In Germany, the anti-immigration and anti-European “Alternative for Germany” also dragged enough voters to its side and gained some influence.
As for the United States, then the grandmother said in two. Mr. Trump rules in many ways in Republican traditions. Earlier this month, he even fell out with his former strategist Steve Bannon, an ardent supporter of economic nationalism, who attacked the globalizing establishment and called him "the Davos party." David French from the National Review even then welcomed the demise of “incoherent, destructive nationalist populist ideology” and gave the Republican Party a chance to “restore” it as a “party of conservative ideas.”
But this is premature, says the journalist. Mr. Bannon may disappear from the political field, and Mr. Trump's animosity towards immigration and free trade persists to this day.
As for Russians and Chinese, even there a “corruption investigation” has long been “a pretext for punishing wayward business leaders.” Economic freedom there has become "more limited." The Chinese Communist Party "has recently achieved an increase in its representation in key companies," and the government's leading partner in the field of Internet business is now "watching its people."
Populism, which is operated by nationalists, is bad for business for an obvious reason: its own instability.
But this very populism, we add, helps the above-mentioned Mr. Trump to fulfill the slogan of the election campaign: “Let's make America great again!” To do it quite in the spirit of reaganomics - the very one in whose times there was no talk of globalism, but American nationalism (notorious exclusivity) was aimed at crushing the Soviet "evil empire". This “empire” D. Trump was replaced by its fragment - Russia.
"The generals want money for yesterday's cold war," - writes in the pages Bloomberg View Leonid Bershidsky.
The American and British generals have every reason to "be grateful to Russian President Vladimir Putin," the columnist sneers. “For the first time after the Cold War, Russia acts as a weighty argument in budgetary tug-of-war and is at the center of military strategies,” the author points out.
The new message of Sir Nicholas Carter, Chief of the General Staff of Great Britain, was aimed at supporting the aspiration of the military establishment to increase military spending. The latter seek to achieve 3% of GDP - even more than two percent required by the North Atlantic Treaty Organization! Mr. Carter mentioned the “Russian threat” in his speech.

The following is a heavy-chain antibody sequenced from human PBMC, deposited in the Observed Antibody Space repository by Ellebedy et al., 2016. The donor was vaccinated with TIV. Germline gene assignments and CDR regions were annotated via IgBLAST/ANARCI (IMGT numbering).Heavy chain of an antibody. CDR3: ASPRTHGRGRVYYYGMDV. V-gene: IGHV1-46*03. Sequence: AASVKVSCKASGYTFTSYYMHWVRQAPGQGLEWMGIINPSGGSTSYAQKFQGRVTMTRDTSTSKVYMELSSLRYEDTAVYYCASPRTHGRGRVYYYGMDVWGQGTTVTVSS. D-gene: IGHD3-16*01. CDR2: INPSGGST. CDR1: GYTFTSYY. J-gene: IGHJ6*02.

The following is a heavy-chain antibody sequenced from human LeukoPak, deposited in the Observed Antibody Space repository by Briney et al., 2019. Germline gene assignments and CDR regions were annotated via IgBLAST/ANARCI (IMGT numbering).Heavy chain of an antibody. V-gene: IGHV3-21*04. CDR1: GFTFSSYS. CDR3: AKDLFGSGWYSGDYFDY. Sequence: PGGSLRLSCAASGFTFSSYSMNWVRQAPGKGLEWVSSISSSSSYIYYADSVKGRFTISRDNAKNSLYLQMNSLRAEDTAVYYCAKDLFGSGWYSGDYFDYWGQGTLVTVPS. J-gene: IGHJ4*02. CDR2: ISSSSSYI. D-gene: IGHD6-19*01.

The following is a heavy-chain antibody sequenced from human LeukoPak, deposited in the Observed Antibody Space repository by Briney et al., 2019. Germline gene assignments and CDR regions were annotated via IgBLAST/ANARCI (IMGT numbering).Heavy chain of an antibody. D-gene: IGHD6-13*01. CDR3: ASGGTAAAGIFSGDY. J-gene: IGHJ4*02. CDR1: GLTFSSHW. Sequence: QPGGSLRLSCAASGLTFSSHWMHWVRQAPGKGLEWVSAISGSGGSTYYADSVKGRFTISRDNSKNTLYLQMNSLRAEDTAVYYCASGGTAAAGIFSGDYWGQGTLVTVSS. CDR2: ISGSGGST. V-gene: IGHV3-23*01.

These statements are quite consistent with the new US National Defense Strategy (2018, we wrote about it on "Military Review"), which says about “strategic competition” with Russia and China, because these states are trying to undermine the world order. To counteract the PRC and the Russian Federation, the generals need “sustainable investment” The "good old days" of the Cold War and the arms race are back.
Bershidsky considers the tendency of returning to the “wars of yesterday” to be fraught with not only high expenses “for shoes and equipment”. By itself, such a policy is a dangerous reflexive temptation.
* * *
When generals and politicians in the United States talk about threats to world order, they actually mean a completely nationalistic order: the very order where only US interests are at the forefront. In the second "corner" are the interests of American allies. And so on those distant corners are distributed those whom the United States to the corners generally allow.
The United States has all the rights, their allies have a part of the rights, the rest have nothing, except that the United States will allow them. It is this “liberal order”, which has nothing in common with true liberalism and its freedoms, that Mr. Trump’s “reflecting” administration today values. It is quite conservative, I must say. It retains US power on the planet.
This is confirmed by the new US National Defense Strategy. There it is written in black and white: “For decades, the United States has enjoyed an incontestable, if not dominant, superiority in every field of operations. We could deploy our forces whenever we wanted, place them where we want and act as we want. ”
And this White House is trying to return to this “good old” world order. This is a special nationalism, its American variety.